Troyce Guice

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Troyce Eual Guice
Born (1932-11-01)November 1, 1932
St. Joseph, Tensas Parish, Louisiana, USA
Died March 29, 2008(2008-03-29) (aged 75)
Natchez, Adams County, Mississippi, USA
Resting place
Natchez City Cemetery in Natchez, Mississippi
Alma mater

Joseph Moore Davidson High School

University of Southern Mississippi
Occupation Businessman and farmer
Political party
Democratic candidate for U.S. Senate, 1966 and 1996
Religion Baptist
Spouse(s) Lynda McLaurin Guice
Children

Daughters
Carroll Smith of Germantown, Tennessee
Kimberly Morrow of Opelousas
Anne McDaniel of Natchez

Son Wes W. Guice of Natchez
Notes
(1) Guice's business interests included farms in five American states.

(2) Though he ran for office three times as a Democrat in Louisiana, Guice became a Republican contributor in his later years in Natchez, Mississippi.

(3) Guice was a former member of the Louisiana Levee Board.

Troyce Eual Guice (November 1, 1932 – March 29, 2008) was a prominent businessman in northeastern Louisiana who twice ran for the United States Senate in campaigns thirty years apart, 1966 and 1996. A conservative Democrat, Guice later, as a Mississippi voter, became a donor to the Republican Party.[1] He was involved in three major business ventures -- automobile sales, restaurants, and his Guice Farms, which he purchased in 1961 and expanded operations into five states.[2]

Background[edit]

Guice was born in St. Joseph, the seat of Tensas Parish, to Ivy Eual Guice (1910–1994) and the former Tressie Westbrook (1911–1999), later of Vidalia, the seat of Concordia Parish [3] Tensas Parish, the smallest of Louisiana's sixty-four parishes, is located near the Mississippi River north of Natchez, Mississippi, where Guice spent his later years. Guice graduated from the then segregated Joseph Moore Davidson High School, since predominantly African American. Davidson was renamed in 2006 as Tensas High School and is the only public high school for Tensas Parish. He attended the University of Southern Mississippi in Hattiesburg. He served in the United States National Guard.[4]

In 1954, Guice opened his Buick dealership in Ferriday in Concordia Parish, located across the Mississippi River from Natchez. He relocated to Wisner in 1958 with his Guice Chevrolet but moved the dealership to Ferriday in 1959. He then launched his farming operation. Three decades later, he opened another Chevrolet dealership in Winnsboro, the seat of Franklin Parish, also in northeast Louisiana.

Thereafter, Guice went into the restaurant business, with his T. G. Ribs and The Natchez Landing in both Natchez and Baton Rouge.[4] He also operated a bed and breakfast in Natchez.

The Natchez restaurant closed after a casino opened nearby, and the business became noncompetitive. "The bottom line is that money they're spending at the casino is money they're not spending at other businesses," Guice said in an interview with Casino City Times on March 17, 2003.[5] Guice also traded stock on the Internet. In an interview with the Natchez Democrat newspaper, he described his investment strategy after September 11, 2001, as one of "watching and waiting" though he remained optimistic about long-term investor prospects.[6]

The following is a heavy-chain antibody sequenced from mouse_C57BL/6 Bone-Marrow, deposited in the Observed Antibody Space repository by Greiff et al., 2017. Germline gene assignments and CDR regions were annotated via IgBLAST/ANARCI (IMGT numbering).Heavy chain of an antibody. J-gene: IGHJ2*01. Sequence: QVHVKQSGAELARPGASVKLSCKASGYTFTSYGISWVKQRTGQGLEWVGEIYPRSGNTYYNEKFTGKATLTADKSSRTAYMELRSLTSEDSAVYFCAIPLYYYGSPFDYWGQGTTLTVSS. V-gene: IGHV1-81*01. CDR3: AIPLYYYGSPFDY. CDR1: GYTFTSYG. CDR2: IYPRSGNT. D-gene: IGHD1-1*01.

He was a former member of the Louisiana Cattleman's Association, the Louisiana Levee Board, and the Mississippi River Bridge Commission. He was affiliated with the First Baptist Church of Natchez.[4]

Political activities[edit]

In 1966, Guice challenged entrenched U.S. Senator Allen J. Ellender of Houma, the seat of Terrebonne Parish in south Louisiana. A liberal candidate who supported the civil rights agenda also entered the race, then State Senator J.D. DeBlieux, a Caldwell Parish native who represented a Baton Rouge-area district. Ellender swept to his sixth and, as it turned out, last term. Guice, unable to make himself known statewide, finished last in the race with some 74,000 votes (11 percent).[7]

In 1975, Guice entered the first-ever jungle primary in Louisiana for the Dixtrict 21 seat in the Louisiana House of Representatives. He sought to succeed Representative (and former state senator) J.C. "Sonny" Gilbert of Catahoula Parish. However, Guice, despite backing from the Concordia Parish sheriff, did not make the second round of balloting, called the general election in Louisiana. Instead, Dan Richey, then of Ferriday, a former neighbor of Guice's, defeated former state Representative David I. Patten for the seat.[8]

Guice surfaced again in 1996, when Democratic U.S. Senator J. Bennett Johnston, Jr., Ellender's long-term successor, first elected in 1972, retired after four terms. Guice was a minor candidate in the race, having finished with 15,277 votes (1.24 percent).[9] At some point thereafter, Guice began donating to Republican candidates.

Death[edit]

Guice died in a Natchez hospital after a lengthy illness. Survivors included his wife, the former Lynda McLaurin of Natchez; three daughters, Carroll Smith of Germantown, Tennessee; Kimberly Morrow of Opelousas, the seat of St. Landry Parish; and Anne McDaniel and husband Patrick McDaniel of Natchez; a son, Westbrook Guice of Natchez; seven grandchildren; two great-grandchildren; three sisters, Faye Gordin of Crystal Springs, Mississippi; Elaine Andrews and husband Shug Andrews of Longview, Texas, and Linda Rachal and husband Dave Rachal of Patterson in St. Mary Parish in south Louisiana.[4]

Services were held in Natchez on April 1, 2008. Interment was at Natchez City Cemetery.[4]

References[edit]